Amylyx to move forward with ALS program in Europe, but FDA wants another look; Humacyte adds $50M in debt financing
Amylyx is one of several companies looking to break through in the tough ALS field, and Wednesday they announced they’re moving forward with regulatory plans.
The Cambridge, MA-based biotech said they’re submitting a marketing application to the EMA for their AMX0035 program by the end of 2021. Wednesday’s news comes a few weeks after they revealed similar plans to move forward with Canadian health regulators by June 30.
In the US, however, the FDA has requested the company conduct an additional trial before it submits an NDA. As such, Amylyx is expecting to launch a Phase III study for the candidate and begin enrolling in the third quarter.
Amylyx’s EMA submission comes on the heels of a 137-person trial that measured the rate at which patients declined using a clinically validated test. The average patient started at a baseline of 36 on the 48-point scale, and those in the active arm saw an average decline of 1.24 points per month. The placebo group, meanwhile, did so at an average of 1.66 points per month.
In all, the patients in the trial arm scored on average 2.32 points higher than placebo after 24 weeks, good for a p-value of p=0.03.
The news of the FDA delay has already prompted criticism from the prominent advocacy group, ALS Association. In a statement, the group said the FDA is being too cautious given the extreme need for treatments, noting the agency has the ability to conditionally approve treatments based on one clinical trial but is choosing not to do so here. That stands in contrast, they say, to the approaches being taken by Canada and the EU. — Max Gelman
Humacyte picks up $50M in debt financing
Two months after lining up a $175 million SPAC deal to jump to Nasdaq, Humacyte has added $50 million in debt financing to fuel its work on implantable bioengineered tissue.
The Durham, NC-based biotech took the first $20 million of that debt, which was provided by Silicon Valley Bank, and can draw down the rest as needed.
“This financing further strengthens Humacyte’s financial and operational flexibility as we advance the broad development of our pipeline, prepare for near-term Phase III data readouts of our potential first-in-class Human Acellular Vessels in arteriovenous vascular access and vascular trauma, and prepare to become a publicly traded company,” said Humacyte CEO Laura Niklason.
The Alpha Healthcare Acquisition Corp. set up the SPAC. — John Carroll
StrideBio partners with Duke for AAV gene therapies
Sarepta and Takeda-partnered StrideBio has found another partner in its quest to develop gene therapies.
The North Carolina biotech is teaming up with Duke University to utilize multiple technologies to advance their programs, with an initial program targeting the pediatric neurological disorder alternating hemiplegia of childhood. Included in the deal are newly engineered AAV vectors from Duke researcher and StrideBio co-founder Aravind Asokan, the company said.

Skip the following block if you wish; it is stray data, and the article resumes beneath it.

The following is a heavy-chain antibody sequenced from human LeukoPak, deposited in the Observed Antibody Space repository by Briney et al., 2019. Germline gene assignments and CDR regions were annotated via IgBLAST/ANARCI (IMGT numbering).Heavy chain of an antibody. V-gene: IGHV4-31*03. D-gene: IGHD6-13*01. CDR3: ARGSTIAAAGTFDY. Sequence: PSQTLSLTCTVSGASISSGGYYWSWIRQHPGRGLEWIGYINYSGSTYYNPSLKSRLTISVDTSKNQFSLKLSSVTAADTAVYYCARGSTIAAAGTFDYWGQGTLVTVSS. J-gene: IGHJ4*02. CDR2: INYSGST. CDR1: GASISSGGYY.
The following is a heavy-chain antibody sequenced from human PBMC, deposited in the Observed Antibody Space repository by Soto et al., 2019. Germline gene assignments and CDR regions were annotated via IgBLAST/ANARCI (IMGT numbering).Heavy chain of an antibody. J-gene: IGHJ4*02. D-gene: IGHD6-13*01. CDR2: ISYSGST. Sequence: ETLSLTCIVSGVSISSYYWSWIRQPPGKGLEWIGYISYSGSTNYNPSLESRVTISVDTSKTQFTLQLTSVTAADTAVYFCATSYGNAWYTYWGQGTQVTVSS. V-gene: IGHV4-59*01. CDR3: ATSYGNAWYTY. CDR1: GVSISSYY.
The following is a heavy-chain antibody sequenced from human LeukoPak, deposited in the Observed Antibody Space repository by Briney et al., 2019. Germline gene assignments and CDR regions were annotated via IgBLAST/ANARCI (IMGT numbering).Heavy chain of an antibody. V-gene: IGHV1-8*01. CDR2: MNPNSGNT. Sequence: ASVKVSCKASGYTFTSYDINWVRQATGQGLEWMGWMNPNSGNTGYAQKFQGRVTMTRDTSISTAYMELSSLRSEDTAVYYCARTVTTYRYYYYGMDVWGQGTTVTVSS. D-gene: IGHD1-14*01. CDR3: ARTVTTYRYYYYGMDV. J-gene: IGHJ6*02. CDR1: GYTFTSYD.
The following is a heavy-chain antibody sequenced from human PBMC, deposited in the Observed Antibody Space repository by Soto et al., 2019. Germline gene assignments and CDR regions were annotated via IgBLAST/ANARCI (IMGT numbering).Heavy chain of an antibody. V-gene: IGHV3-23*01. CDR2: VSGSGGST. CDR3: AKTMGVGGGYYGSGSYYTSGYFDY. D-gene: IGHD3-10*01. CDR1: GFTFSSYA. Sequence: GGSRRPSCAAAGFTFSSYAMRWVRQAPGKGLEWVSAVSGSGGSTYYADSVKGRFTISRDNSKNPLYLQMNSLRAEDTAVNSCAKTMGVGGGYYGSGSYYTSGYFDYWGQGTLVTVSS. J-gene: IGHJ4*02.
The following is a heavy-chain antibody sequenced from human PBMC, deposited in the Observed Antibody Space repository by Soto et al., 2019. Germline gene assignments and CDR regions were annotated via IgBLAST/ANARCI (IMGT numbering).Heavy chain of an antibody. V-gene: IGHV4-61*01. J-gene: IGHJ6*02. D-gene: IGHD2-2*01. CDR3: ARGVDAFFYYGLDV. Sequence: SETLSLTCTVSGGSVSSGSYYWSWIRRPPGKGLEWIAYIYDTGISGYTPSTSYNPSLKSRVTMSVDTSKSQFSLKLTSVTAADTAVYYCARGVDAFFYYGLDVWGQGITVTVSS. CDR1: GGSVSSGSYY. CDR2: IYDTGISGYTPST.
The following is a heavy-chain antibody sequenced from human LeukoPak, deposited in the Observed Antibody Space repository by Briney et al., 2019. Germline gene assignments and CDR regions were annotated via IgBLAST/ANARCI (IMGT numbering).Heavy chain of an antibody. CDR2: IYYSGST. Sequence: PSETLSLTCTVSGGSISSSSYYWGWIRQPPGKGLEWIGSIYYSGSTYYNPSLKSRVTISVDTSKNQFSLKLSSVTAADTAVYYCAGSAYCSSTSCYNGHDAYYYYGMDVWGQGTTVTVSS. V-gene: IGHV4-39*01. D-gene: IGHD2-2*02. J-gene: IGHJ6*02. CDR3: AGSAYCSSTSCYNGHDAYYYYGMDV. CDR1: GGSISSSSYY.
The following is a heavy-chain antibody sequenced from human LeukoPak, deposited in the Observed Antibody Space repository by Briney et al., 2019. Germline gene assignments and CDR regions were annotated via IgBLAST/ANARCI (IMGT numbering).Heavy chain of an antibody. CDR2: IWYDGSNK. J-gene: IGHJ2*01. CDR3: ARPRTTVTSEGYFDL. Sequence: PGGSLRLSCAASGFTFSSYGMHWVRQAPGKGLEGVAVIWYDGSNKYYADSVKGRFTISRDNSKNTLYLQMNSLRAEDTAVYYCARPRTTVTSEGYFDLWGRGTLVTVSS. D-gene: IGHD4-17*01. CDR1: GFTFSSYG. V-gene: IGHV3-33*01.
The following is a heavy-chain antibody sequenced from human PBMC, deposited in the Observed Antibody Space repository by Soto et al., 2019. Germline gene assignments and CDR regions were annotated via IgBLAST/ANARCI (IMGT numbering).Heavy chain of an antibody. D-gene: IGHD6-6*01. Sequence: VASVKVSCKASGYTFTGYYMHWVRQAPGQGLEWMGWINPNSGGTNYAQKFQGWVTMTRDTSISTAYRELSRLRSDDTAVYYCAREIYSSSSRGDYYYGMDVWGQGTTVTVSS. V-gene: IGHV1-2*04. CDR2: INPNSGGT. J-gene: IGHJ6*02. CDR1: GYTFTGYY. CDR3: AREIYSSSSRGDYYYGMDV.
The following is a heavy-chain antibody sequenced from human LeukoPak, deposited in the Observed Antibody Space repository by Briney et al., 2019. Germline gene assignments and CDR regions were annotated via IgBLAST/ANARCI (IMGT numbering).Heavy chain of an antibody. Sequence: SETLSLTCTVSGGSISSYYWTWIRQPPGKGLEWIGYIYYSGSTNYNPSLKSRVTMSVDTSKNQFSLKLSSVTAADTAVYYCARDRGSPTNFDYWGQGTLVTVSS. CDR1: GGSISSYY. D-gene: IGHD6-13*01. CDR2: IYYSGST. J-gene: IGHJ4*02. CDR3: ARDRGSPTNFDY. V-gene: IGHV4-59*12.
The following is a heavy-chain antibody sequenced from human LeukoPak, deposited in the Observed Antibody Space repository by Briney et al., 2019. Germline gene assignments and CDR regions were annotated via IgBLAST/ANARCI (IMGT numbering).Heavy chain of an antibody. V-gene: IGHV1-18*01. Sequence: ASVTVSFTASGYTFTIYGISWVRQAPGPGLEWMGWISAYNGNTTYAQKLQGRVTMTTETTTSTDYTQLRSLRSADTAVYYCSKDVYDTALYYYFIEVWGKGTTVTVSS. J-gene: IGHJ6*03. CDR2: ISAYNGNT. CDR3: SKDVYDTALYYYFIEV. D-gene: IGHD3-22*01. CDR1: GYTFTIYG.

StrideBio has also secured exclusive rights for a new use of the IgG-degrading enzyme IdeZ, in which it can potentially clear neutralizing antibodies in conjunction with AAV gene therapy administration. And on top of that, it’s also licensed a new AHC gene therapy approach from a separate Duke researcher.
Under the agreement, StrideBio will fund the work against AHC and other undisclosed targets. There’s also a framework for other new AAV gene therapy programs to be brought into the collaboration, with one targeting the “CNS vasculature” having already been launched. Financial terms of the deal were not disclosed. — Max Gelman
Boehringer Ingelheim collaboration for lung cancer gets 5 more years
A collaboration between Boehringer Ingelheim and the University of Texas to explore new molecules for the treatment of lung cancer has been extended and expanded, the company announced.
The joint research will continue for 5 more years. Boehringer teamed up with MD Anderson Cancer Center in 2019 to explore molecules from KRAS — Kirsten rat sarcoma — and TRAILR2 — TNF-related apoptosis-inducing ligand receptor 2).
The agreement’s flexibility allows the team to expand lung cancer indication programs targeting the two genes. The collaboration has already resulted in a presentation at the 2021 AACR Annual Meeting and clinical trial activities, the company said.
The partnership will help bring medicines to both lung and gastrointestinal cancer patients, Boehringer’s head of cancer research Norbert Kraut said. — Josh Sullivan
Former Apple exec tapped to head information for Eli Lilly
Eli Lilly will have a new chief information officer for the first time in six years.
Diogo Rau will join the company on May 17, to take the role head by 27-year company veteran Aarti Shah. Shah’s retirement was announced in 2020.
Rau comes from 10 years at Apple, where he most recently served as an IT executive for retail and online stores. Before that, he was a partner with McKinsey & Company.
At Apple, Rau led the development of technology supporting online and retail stores. At Eli Lilly, he’ll help grow the company’s use of data and machine learning, CEO David Ricks said in a statement.
“Machine learning can open so many opportunities, and technology can strengthen our relationship with patients and physicians,” Rau said in a statement. “I greatly admire Lilly’s mission and values, and I look forward to contributing to the company’s longstanding record of innovation.” — Josh Sullivan